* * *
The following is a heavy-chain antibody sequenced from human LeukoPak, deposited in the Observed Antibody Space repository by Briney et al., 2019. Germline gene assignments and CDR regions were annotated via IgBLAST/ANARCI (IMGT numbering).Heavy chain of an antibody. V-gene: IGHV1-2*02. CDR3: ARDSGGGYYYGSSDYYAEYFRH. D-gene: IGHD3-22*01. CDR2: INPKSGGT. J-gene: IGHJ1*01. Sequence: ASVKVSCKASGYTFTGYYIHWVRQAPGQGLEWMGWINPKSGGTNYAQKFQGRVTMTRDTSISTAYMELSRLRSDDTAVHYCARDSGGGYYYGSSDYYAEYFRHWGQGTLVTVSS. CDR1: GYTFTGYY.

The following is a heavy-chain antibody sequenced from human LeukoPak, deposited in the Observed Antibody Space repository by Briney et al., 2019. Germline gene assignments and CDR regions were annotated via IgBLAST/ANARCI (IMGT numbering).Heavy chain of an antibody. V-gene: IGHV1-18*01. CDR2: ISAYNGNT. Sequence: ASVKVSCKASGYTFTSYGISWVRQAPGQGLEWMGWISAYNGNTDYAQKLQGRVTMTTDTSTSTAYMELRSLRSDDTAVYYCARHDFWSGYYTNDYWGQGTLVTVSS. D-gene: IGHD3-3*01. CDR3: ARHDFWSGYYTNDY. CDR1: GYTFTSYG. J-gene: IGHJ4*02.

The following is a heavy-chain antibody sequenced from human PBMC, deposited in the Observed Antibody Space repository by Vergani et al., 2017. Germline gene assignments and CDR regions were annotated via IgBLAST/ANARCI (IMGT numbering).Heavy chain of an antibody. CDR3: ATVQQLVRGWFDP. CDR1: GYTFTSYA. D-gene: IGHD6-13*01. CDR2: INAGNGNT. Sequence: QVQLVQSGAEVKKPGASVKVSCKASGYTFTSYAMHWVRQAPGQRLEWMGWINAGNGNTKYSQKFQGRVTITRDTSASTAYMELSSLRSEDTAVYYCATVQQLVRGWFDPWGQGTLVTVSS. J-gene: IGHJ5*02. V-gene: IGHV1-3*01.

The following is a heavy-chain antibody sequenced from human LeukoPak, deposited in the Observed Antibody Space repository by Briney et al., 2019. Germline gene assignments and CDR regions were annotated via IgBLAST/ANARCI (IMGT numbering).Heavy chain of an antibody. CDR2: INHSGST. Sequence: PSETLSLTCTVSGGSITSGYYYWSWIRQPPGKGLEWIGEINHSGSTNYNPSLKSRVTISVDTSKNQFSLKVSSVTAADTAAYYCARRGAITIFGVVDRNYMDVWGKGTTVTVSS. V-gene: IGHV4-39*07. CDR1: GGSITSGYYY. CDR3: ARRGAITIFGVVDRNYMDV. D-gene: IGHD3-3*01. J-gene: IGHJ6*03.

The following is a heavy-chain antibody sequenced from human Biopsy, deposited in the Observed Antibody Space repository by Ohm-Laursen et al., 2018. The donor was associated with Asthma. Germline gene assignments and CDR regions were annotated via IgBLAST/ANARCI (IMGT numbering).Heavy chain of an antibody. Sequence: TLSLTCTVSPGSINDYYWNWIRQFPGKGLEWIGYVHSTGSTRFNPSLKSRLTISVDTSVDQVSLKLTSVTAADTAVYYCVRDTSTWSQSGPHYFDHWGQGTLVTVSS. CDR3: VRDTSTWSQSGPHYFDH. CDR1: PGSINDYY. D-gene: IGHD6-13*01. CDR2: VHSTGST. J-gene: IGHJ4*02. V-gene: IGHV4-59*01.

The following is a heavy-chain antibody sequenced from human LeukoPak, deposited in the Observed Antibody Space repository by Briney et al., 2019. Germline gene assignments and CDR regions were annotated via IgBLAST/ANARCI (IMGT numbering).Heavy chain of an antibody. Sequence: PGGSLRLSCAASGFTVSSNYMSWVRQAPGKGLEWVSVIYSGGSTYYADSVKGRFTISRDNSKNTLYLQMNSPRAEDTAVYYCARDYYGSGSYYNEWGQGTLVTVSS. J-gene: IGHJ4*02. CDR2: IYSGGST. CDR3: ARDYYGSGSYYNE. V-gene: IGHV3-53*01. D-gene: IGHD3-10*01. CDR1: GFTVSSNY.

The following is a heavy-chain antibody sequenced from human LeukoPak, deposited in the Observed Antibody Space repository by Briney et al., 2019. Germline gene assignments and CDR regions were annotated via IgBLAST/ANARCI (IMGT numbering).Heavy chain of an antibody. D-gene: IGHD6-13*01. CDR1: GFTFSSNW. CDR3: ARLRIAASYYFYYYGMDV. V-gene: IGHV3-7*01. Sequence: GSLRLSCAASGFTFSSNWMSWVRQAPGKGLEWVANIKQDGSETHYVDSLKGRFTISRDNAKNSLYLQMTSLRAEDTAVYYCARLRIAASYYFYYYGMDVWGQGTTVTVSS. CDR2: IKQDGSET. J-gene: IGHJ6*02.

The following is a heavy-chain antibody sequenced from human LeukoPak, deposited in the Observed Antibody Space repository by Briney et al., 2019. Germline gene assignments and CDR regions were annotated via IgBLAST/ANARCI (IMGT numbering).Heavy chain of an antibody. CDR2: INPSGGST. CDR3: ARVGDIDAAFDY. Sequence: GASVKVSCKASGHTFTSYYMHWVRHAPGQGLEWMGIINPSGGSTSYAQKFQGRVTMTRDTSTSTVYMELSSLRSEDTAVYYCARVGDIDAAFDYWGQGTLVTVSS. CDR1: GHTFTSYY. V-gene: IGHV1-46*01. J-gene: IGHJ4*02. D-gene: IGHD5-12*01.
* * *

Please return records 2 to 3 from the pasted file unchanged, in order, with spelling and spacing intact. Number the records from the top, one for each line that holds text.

The following is a heavy-chain antibody sequenced from human LeukoPak, deposited in the Observed Antibody Space repository by Briney et al., 2019. Germline gene assignments and CDR regions were annotated via IgBLAST/ANARCI (IMGT numbering).Heavy chain of an antibody. V-gene: IGHV1-18*01. CDR2: ISAYNGNT. Sequence: ASVKVSCKASGYTFTSYGISWVRQAPGQGLEWMGWISAYNGNTDYAQKLQGRVTMTTDTSTSTAYMELRSLRSDDTAVYYCARHDFWSGYYTNDYWGQGTLVTVSS. D-gene: IGHD3-3*01. CDR3: ARHDFWSGYYTNDY. CDR1: GYTFTSYG. J-gene: IGHJ4*02.

The following is a heavy-chain antibody sequenced from human PBMC, deposited in the Observed Antibody Space repository by Vergani et al., 2017. Germline gene assignments and CDR regions were annotated via IgBLAST/ANARCI (IMGT numbering).Heavy chain of an antibody. CDR3: ATVQQLVRGWFDP. CDR1: GYTFTSYA. D-gene: IGHD6-13*01. CDR2: INAGNGNT. Sequence: QVQLVQSGAEVKKPGASVKVSCKASGYTFTSYAMHWVRQAPGQRLEWMGWINAGNGNTKYSQKFQGRVTITRDTSASTAYMELSSLRSEDTAVYYCATVQQLVRGWFDPWGQGTLVTVSS. J-gene: IGHJ5*02. V-gene: IGHV1-3*01.